For my final interview of the 2010 competitors, I met with Dominique Brézac of Brézac Artifices, competing for their fourth time in Montreal. They nearly won the Bronze Jupiter at their debut display in 1997, also just missed a place on the podium in 2001 but won the Silver Jupiter in 2006 in a very closely fought competition.
Since 2006, Brézac won first prize in competitions in both Macau and South Korea in 2008 as well as South Korea again in 2009. Dominique said that this year was very busy in the period around Bastille Day, July 14th with over 2,000 displays either put on directly or purchased from the company.
To prepare for their return to Montreal, where they are clearly setting out to win the Gold Jupiter, they carefully studied and analyzed all the displays that were produced in Montreal for the 2009 season to try to determine their strengths and weaknesses. This is interesting as 2009 was a rich vintage, being the special 25th edition of the competition. This analysis was performed with fellow team-mate, Franceso Ambrico, who specializes in soundtrack design (more on that later).
Dominique and Franceso solidified their theme in November last year and worked from then until January of this year to finalize the music. Most of the music was specially composed for their display by well-known French composer, Régis Peters, and the soundtrack was assembled jointly by Régis and Franceso. After this was completed, Dominique worked on the pyrotechnic choreography of the script until February so that all the special products they needed to implement the display could be ordered in time for the shipping deadline for Montreal.
In terms of products used, Dominique was somewhat coy about naming the manufacturers but said that he merely selected the best products in each class for the effects he wanted to produce, using manufacturers from Spain, Portugal, Italy and China. He said he was more focussed on the quality of the effects themselves rather than the brand-name of the manufacturer. He didn’t reveal how many large calibre shells would be in the display and was very consistent in his focus on the choice of the appropriate effects for his script. He did say that it was a very important consideration for him to use all of the official jury evaluation criteria in producing the display – meaning that every possible position in space would be utilized in the display, including ramp 5. Also, for the first time this year, rockets will be used and, once again, despite the presence of ramp 5, nautical shells will be fired.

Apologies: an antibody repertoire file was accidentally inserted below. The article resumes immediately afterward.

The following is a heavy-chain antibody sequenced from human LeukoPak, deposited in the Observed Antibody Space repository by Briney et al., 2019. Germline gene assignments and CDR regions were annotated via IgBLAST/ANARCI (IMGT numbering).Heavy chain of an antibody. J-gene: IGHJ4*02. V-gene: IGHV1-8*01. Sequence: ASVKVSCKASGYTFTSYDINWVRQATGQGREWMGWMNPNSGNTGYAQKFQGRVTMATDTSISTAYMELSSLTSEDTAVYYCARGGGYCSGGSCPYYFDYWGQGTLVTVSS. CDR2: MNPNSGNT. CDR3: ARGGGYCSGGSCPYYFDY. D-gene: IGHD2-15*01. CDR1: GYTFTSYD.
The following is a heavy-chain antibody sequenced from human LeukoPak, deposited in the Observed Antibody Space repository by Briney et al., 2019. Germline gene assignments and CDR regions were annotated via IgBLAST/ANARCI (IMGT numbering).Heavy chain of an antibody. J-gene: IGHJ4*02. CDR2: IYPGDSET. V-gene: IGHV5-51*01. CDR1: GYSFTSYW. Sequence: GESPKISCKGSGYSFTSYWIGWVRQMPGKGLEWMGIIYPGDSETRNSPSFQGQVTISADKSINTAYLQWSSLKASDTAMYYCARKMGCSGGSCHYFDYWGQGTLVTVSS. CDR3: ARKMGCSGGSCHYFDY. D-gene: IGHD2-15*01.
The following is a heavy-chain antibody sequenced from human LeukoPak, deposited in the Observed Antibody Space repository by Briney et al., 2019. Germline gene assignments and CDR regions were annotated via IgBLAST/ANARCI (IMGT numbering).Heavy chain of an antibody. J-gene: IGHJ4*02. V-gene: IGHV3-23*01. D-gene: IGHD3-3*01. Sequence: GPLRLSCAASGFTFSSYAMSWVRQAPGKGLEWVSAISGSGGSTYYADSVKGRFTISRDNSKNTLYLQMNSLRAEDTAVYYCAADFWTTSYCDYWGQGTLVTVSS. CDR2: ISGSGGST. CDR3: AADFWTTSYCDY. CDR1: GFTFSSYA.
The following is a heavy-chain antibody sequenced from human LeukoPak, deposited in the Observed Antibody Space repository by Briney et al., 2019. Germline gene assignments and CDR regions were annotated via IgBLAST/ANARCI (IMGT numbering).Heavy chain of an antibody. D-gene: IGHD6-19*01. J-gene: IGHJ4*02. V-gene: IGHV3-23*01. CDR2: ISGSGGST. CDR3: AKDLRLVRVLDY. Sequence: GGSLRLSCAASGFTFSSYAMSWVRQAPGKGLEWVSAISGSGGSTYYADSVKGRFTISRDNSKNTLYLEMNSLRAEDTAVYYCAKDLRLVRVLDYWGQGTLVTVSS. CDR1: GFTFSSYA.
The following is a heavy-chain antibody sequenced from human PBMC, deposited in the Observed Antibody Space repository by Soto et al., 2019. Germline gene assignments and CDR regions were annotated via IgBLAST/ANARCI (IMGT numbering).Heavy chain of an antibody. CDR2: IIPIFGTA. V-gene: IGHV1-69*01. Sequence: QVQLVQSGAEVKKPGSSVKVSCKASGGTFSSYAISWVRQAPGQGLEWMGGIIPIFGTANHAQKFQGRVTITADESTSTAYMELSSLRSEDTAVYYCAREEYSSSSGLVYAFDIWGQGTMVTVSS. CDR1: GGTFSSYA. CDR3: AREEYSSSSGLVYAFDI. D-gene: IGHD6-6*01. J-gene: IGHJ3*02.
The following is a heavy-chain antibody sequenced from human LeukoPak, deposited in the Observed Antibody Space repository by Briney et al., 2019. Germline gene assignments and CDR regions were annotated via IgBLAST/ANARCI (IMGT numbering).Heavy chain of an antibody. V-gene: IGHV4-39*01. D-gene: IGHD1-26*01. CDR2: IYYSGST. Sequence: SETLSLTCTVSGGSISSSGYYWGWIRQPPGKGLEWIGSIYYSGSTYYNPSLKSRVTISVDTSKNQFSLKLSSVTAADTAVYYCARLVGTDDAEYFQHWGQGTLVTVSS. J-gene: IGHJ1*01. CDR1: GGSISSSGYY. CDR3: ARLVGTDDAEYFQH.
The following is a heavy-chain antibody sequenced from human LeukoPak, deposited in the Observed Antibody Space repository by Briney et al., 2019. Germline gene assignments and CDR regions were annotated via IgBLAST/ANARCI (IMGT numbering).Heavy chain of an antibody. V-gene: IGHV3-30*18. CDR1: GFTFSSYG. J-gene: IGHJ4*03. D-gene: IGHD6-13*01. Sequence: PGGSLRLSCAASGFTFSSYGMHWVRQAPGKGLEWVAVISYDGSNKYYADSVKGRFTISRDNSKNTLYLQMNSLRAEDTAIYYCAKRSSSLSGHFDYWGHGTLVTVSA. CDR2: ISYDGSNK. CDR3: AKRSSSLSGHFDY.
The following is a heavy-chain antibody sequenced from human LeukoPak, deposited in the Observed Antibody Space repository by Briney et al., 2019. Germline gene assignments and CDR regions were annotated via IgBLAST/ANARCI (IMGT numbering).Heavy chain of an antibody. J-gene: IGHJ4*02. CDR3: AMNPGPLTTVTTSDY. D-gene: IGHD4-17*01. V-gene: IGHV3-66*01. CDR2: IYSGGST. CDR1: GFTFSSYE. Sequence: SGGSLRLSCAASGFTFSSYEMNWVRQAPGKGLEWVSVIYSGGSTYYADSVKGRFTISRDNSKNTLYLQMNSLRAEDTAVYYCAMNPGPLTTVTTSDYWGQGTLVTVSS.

When asked if there was any similarity with their 2006 show (which was entitled “The Emergence of Man on Earth”), as this year’s theme is entitled “Our Earth”, Dominique emphatically that this year’s display would be entirely different. In one sense, the 2006 theme was easier to comprehend as the music obviously lead through historical periods of time but this year’s display was designed to be assimilated and appreciated by the audience. To that end, Brézac have produced a very nice bilingual pamphlet outlining the theme and the music used as well as stating:
“The Earth is in danger. It’s at risk of becoming unbalanced. It’s both hot and cold, dry and wet, peaceful and volcanic. It’s also colourful, noisy and varied. We need to act now to make sure it stays that way for our children!!!”
The pamphlet also includes all the sixteen thematic elements of the display “Earth, Water, Air, Fire, Autumn, Winter, Spring, Summer, Melancholy, Serenity, Joy and Anger”. The finale will be unusually long at 4 minutes and will form the 17th part of the display. The pamphlet has various colours and I asked if these represented the different elements to which Dominique replied that this was not necessarily the case. The display would be multi-coloured in parts but there would be quite a lot of usage made of monochromatic segments, but with specific accents in other colours where appropriate. Dominique also noted that this year’s display would invoke stronger emotions this time around and that they had actually test-fired parts of the display to refine them for Montreal.
The final technical detail is that they are using the FireOne firing system with over 4000 cues, Dominique noting that the display was designed with pretty much one effect per cue. This will make it the most complex, in terms of number of cues, of all the displays in this year’s competition.